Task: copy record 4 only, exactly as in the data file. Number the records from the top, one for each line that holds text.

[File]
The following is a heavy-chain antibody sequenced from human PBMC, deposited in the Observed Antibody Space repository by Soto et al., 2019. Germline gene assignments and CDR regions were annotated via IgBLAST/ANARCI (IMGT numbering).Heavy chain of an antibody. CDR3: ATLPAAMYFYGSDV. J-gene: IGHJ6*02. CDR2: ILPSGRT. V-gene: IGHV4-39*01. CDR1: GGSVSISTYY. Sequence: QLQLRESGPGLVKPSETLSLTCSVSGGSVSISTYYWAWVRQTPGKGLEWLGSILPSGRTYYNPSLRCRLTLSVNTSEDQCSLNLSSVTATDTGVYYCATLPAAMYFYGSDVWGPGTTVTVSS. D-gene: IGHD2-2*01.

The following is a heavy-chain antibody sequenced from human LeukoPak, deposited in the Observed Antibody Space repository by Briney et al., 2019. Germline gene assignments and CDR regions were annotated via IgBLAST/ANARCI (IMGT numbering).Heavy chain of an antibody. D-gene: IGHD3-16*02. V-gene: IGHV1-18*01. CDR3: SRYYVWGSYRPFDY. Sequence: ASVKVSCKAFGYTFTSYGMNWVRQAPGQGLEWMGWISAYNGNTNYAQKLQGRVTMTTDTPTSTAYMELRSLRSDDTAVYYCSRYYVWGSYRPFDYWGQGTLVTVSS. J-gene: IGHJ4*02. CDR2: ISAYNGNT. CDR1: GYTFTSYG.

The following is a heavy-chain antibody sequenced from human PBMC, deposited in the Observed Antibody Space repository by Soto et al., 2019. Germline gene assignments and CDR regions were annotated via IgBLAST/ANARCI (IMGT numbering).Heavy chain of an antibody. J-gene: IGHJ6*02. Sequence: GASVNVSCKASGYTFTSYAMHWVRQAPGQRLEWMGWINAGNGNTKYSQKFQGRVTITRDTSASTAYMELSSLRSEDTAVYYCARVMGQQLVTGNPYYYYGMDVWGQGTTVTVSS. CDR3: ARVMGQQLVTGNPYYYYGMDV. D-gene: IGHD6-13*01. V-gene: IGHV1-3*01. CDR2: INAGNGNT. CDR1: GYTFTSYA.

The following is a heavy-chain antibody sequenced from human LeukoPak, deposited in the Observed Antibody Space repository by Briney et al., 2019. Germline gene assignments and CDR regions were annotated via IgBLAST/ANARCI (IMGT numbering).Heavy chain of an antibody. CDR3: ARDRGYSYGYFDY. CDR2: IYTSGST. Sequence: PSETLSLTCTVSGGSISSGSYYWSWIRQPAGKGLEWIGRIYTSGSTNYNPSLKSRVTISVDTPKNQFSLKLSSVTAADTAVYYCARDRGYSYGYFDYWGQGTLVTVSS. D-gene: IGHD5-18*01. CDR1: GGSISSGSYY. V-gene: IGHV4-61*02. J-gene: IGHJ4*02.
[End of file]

The following is a heavy-chain antibody sequenced from human LeukoPak, deposited in the Observed Antibody Space repository by Briney et al., 2019. Germline gene assignments and CDR regions were annotated via IgBLAST/ANARCI (IMGT numbering).Heavy chain of an antibody. CDR3: ARDRGYSYGYFDY. CDR2: IYTSGST. Sequence: PSETLSLTCTVSGGSISSGSYYWSWIRQPAGKGLEWIGRIYTSGSTNYNPSLKSRVTISVDTPKNQFSLKLSSVTAADTAVYYCARDRGYSYGYFDYWGQGTLVTVSS. D-gene: IGHD5-18*01. CDR1: GGSISSGSYY. V-gene: IGHV4-61*02. J-gene: IGHJ4*02.